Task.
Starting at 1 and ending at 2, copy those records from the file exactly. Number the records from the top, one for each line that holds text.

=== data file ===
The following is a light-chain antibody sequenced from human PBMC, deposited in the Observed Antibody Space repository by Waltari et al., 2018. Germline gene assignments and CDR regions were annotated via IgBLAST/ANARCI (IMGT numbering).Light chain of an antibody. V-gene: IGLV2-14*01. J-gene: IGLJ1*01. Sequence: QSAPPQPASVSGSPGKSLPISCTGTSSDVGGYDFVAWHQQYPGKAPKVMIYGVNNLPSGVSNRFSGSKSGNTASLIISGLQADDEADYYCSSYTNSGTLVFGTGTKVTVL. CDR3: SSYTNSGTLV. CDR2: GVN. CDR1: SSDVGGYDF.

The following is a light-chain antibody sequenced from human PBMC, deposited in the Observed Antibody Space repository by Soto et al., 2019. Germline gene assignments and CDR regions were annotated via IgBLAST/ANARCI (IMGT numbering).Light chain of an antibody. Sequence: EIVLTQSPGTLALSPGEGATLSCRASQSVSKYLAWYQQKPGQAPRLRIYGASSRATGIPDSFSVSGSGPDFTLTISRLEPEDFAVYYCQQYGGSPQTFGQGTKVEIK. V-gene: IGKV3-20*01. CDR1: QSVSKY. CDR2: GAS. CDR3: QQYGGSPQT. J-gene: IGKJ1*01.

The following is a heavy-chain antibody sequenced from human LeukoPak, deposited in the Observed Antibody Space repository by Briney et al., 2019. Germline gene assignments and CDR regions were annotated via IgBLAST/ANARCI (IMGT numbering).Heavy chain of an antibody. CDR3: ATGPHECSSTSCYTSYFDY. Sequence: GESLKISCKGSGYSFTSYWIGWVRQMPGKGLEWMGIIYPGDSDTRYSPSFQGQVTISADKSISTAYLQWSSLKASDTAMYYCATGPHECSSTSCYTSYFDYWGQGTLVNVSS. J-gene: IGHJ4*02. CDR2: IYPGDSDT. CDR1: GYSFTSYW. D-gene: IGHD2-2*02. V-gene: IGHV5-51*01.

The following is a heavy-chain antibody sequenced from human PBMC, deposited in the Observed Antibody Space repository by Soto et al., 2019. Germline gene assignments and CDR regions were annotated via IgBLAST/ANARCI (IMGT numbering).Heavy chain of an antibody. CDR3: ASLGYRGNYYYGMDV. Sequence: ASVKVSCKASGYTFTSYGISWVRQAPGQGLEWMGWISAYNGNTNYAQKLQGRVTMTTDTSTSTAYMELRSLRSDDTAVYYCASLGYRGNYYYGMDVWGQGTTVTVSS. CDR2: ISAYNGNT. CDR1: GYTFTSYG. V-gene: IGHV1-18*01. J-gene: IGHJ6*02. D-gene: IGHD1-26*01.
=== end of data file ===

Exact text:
The following is a light-chain antibody sequenced from human PBMC, deposited in the Observed Antibody Space repository by Waltari et al., 2018. Germline gene assignments and CDR regions were annotated via IgBLAST/ANARCI (IMGT numbering).Light chain of an antibody. V-gene: IGLV2-14*01. J-gene: IGLJ1*01. Sequence: QSAPPQPASVSGSPGKSLPISCTGTSSDVGGYDFVAWHQQYPGKAPKVMIYGVNNLPSGVSNRFSGSKSGNTASLIISGLQADDEADYYCSSYTNSGTLVFGTGTKVTVL. CDR3: SSYTNSGTLV. CDR2: GVN. CDR1: SSDVGGYDF.

The following is a light-chain antibody sequenced from human PBMC, deposited in the Observed Antibody Space repository by Soto et al., 2019. Germline gene assignments and CDR regions were annotated via IgBLAST/ANARCI (IMGT numbering).Light chain of an antibody. Sequence: EIVLTQSPGTLALSPGEGATLSCRASQSVSKYLAWYQQKPGQAPRLRIYGASSRATGIPDSFSVSGSGPDFTLTISRLEPEDFAVYYCQQYGGSPQTFGQGTKVEIK. V-gene: IGKV3-20*01. CDR1: QSVSKY. CDR2: GAS. CDR3: QQYGGSPQT. J-gene: IGKJ1*01.